November 2011: Volume 37, Number 11
Federal Panel’s PSA Recommendations Stoke Controversy
Does the Harm Finally Outweigh the Benefit of PSA Testing?
By Genna Rollins
The controversy surrounding use of prostate-specific antigen (PSA) testing to screen for prostate cancer heated up last month when the influential U.S. Preventive Services Task Force (USPSTF) issued draft recommendations advising against PSA-based screening in healthy men. The new guidance, with a grade D recommendation, updates USPSTF’s 2008 recommendation, which advised against screening for prostate cancer in men age 75 or older but concluded that there was insufficient evidence to assess the balance of benefits and harms in younger men. A grade D recommendation means that “there is moderate or high certainty that the service has no net benefit or that the harms outweigh the benefits,” according to the USPSTF website. The panel will be accepting public comments on the recommendations until November 8.
The USPSTF based its recommendations on an evidence review it commissioned from the Evidence-based Practice Center at Oregon Health and Science University (OSHU). This review was funded by the Agency for Healthcare Research and Quality (AHRQ).
The OSHU researchers examined five screening trials and three randomized trials and 23 cohort studies of treatments that had been published since the USPSTF’s last review of evidence in 2008. The investigators sought to address four key questions: does PSA-based screening decrease prostate cancer-specific or all-cause mortality; what are the harms of PSA-based screening for prostate cancer; what are the benefits of treatment of early-stage or screening-detected prostate cancer; and what are the harms of treatment of early-stage or screening-detected prostate cancer.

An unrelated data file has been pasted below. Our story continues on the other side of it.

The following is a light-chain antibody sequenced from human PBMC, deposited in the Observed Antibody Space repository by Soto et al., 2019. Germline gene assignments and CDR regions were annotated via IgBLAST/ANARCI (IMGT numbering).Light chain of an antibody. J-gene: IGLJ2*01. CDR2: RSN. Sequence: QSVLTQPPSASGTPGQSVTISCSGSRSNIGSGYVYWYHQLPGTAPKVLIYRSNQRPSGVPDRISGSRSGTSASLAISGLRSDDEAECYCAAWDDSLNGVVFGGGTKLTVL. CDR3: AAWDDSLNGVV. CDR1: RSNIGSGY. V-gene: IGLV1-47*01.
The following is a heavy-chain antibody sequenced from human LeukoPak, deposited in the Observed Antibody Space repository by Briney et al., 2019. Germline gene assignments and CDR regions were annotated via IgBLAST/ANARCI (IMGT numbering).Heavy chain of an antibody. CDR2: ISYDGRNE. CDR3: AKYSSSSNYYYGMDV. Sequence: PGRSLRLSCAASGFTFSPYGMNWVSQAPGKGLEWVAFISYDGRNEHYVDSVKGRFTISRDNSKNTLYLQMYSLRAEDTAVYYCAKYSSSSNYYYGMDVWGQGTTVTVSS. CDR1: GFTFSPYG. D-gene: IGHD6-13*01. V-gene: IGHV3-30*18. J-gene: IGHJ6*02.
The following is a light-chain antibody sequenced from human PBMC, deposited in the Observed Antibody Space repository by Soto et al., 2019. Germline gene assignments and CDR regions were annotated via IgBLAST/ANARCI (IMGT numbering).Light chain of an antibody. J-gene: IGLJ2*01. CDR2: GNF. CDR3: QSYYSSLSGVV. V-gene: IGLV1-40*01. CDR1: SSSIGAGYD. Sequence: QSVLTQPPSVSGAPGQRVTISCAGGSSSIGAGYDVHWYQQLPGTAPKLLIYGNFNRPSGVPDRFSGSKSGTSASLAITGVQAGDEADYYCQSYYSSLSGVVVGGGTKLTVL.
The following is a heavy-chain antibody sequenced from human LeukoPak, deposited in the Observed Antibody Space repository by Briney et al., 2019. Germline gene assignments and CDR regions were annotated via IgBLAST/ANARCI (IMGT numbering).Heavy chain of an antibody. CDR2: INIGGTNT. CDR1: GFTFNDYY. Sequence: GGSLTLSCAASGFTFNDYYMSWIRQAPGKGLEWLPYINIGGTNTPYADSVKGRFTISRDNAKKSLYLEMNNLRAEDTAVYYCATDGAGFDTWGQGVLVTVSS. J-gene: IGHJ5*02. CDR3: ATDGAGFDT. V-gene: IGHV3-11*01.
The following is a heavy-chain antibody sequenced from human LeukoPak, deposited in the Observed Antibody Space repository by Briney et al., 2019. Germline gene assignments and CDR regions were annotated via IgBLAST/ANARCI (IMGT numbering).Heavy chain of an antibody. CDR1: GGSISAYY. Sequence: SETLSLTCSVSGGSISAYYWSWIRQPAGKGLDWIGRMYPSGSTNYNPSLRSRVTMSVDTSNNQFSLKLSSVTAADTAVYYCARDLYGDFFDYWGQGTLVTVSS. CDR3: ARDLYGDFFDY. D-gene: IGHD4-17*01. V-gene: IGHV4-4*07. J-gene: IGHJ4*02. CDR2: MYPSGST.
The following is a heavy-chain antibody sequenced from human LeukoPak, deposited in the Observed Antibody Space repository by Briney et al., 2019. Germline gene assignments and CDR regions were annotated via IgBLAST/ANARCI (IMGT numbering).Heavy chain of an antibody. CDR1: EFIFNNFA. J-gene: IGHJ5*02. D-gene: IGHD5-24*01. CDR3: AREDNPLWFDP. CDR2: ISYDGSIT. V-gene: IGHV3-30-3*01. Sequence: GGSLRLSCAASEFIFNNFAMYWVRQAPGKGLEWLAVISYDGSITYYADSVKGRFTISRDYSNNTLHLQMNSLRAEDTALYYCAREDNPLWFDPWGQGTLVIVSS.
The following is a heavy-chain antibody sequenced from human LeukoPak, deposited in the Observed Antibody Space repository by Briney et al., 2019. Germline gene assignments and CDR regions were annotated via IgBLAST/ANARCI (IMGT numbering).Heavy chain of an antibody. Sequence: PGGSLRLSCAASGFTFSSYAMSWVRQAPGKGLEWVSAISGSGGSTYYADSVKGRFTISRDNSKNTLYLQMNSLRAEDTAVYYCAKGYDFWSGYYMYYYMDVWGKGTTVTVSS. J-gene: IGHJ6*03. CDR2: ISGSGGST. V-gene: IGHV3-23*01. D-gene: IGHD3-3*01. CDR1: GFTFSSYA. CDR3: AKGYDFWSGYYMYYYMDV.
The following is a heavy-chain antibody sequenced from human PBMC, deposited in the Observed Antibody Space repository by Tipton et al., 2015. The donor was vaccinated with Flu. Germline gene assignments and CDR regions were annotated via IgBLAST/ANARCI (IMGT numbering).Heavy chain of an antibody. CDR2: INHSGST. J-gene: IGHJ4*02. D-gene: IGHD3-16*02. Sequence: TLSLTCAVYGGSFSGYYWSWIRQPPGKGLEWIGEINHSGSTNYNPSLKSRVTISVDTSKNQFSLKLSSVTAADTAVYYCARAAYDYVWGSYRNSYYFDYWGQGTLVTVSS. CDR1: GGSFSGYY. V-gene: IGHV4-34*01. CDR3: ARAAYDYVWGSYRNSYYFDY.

The screening trials included the two largest ever conducted in the field, the Prostate, Lung, Colorectal, and Ovarian Cancer Screening Trial (PLCO), and the European Randomized Study of Screening for Prostate Cancer (ERSPC), results of both of which were published in the same issue of the New England Journal of Medicine (N Engl J Med 2009;360:1310–9 and 1320–8). As previously reported in CLN, these trials produced conflicting results (CLN 2009;35:1–4).
PLCO found after 7 years’ follow-up that in comparison to usual care, annual PSA screening in combination with digital rectal examination was associated with increased prostate cancer incidence but had no effect on prostate cancer-specific or all-cause mortality. Similar results were observed after 10 years. In contrast, ERSPC found that in comparison to usual care, PSA testing every 2–7 years resulted in a net increase in prostate cancer incidence, but no statistically significant difference in prostate cancer-specific mortality. Based upon these studies and others, the OSHU experts concluded that “PSA-based screening results in small or no reduction in prostate cancer-specific mortality and is associated with harms related to subsequent evaluation and treatments, some of which may be unnecessary” (Ann Intern Med October 7, 2011 E-375; published ahead of print).